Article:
The nanny did it.
That's the conclusion of state police investigating the theft of thousands of dollars worth of jewelry from a Barnet home last spring.
Kendall Morse, 18, Lunenburg, pleaded not guilty to a felony charge of grand larceny in Caledonia Superior Court-Criminal Court Monday. Morse was then released by the court on conditions that she not contact John Lantagne, 44, Gail Lantagne, 39, or their children.
Morse, who was 17 when the jewelry disappeared, is accused of stealing $5,500 in gold and diamond jewelry from the jewelry box in Gail Lantagne's bedroom at 2482 Old Silo Road home in Barnet while caring for the Lantagnes' two young children June 28, 2011. Police believe some of the stolen jewelry was later sold to a St. Johnsbury pawn shop and melted down.
According to an affidavit filed by trooper Lyle Decker, the missing jewelry includes two sets of diamond earrings, one 14-Carat Gold necklace with a ruby and diamond medallion, a diamond and gold ring, a solid gold necklace and an aquamarine ring with a red stone and a birthstone ring with two diamonds.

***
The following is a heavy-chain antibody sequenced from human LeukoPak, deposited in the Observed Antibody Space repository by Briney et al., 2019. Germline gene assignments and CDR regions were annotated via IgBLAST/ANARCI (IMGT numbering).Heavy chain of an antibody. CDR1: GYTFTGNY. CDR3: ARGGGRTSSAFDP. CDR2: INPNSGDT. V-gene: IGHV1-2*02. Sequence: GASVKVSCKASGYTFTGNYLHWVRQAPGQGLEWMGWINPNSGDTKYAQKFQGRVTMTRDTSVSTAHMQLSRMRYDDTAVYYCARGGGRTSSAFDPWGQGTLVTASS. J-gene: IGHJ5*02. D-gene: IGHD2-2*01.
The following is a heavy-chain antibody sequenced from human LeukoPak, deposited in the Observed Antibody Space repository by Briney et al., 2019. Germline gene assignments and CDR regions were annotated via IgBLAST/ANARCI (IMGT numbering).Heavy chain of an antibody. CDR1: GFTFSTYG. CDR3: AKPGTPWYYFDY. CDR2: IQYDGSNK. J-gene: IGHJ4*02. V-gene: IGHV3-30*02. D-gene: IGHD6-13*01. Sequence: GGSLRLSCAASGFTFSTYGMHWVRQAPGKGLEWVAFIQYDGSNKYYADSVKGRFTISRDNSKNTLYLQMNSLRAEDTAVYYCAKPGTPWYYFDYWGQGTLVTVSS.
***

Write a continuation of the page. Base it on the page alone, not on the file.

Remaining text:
But the most valuable missing piece was a diamond-studded gold bracelet valued at $3,600.
Decker tracked a report that some of the stolen items may have been sold to Avenue Pawn Shop on Eastern Avenue in St. Johnsbury shortly after it disappeared. Shop owner Patrick Michael Lenahan, 63, told Decker July 19 he did recall buying a bracelet that looked just like a picture of the diamond-studded bracelet taken from Lantagne.
"He said he paid $175 for the bracelet," Decker wrote in his affidavit. "He said he does not have any receipt and does not record any names when he buys jewelry. Lenahan advised this was about three weeks ago and he popped the diamonds out and sent the gold off to be melted down within a day or two after he bought it."
Lenahan, according to Decker, told police that he only recalled buying the diamond bracelet and that he probably would not have remembered some of the other jewelry because it wasn't as unique.
Lenahan did provide police with a physical description of the bracelet's young female seller and the small red vehicle that she was driving that matched reports on Morse and her activities in the days after the jewelry was reported missing, according to the affidavit.
If convicted on the felony charge, Morse faces a possible sentence of 10 years in jail and a $5,000 fine.